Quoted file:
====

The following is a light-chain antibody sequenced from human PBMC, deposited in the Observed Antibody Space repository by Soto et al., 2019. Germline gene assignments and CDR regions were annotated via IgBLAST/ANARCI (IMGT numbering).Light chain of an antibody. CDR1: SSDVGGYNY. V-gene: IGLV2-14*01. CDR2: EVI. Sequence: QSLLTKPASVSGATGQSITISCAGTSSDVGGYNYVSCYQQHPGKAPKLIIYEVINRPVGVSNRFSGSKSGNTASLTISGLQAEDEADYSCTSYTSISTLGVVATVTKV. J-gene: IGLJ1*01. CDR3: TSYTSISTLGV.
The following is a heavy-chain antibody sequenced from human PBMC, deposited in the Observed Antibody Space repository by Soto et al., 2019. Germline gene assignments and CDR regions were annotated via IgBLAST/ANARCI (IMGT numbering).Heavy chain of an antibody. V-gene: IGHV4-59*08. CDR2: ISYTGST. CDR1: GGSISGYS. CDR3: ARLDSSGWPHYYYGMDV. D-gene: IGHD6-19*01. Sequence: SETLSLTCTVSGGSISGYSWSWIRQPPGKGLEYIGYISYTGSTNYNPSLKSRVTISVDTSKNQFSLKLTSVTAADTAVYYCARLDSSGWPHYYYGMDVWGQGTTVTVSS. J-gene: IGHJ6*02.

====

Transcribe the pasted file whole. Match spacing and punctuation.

The following is a light-chain antibody sequenced from human PBMC, deposited in the Observed Antibody Space repository by Soto et al., 2019. Germline gene assignments and CDR regions were annotated via IgBLAST/ANARCI (IMGT numbering).Light chain of an antibody. CDR1: SSDVGGYNY. V-gene: IGLV2-14*01. CDR2: EVI. Sequence: QSLLTKPASVSGATGQSITISCAGTSSDVGGYNYVSCYQQHPGKAPKLIIYEVINRPVGVSNRFSGSKSGNTASLTISGLQAEDEADYSCTSYTSISTLGVVATVTKV. J-gene: IGLJ1*01. CDR3: TSYTSISTLGV.
The following is a heavy-chain antibody sequenced from human PBMC, deposited in the Observed Antibody Space repository by Soto et al., 2019. Germline gene assignments and CDR regions were annotated via IgBLAST/ANARCI (IMGT numbering).Heavy chain of an antibody. V-gene: IGHV4-59*08. CDR2: ISYTGST. CDR1: GGSISGYS. CDR3: ARLDSSGWPHYYYGMDV. D-gene: IGHD6-19*01. Sequence: SETLSLTCTVSGGSISGYSWSWIRQPPGKGLEYIGYISYTGSTNYNPSLKSRVTISVDTSKNQFSLKLTSVTAADTAVYYCARLDSSGWPHYYYGMDVWGQGTTVTVSS. J-gene: IGHJ6*02.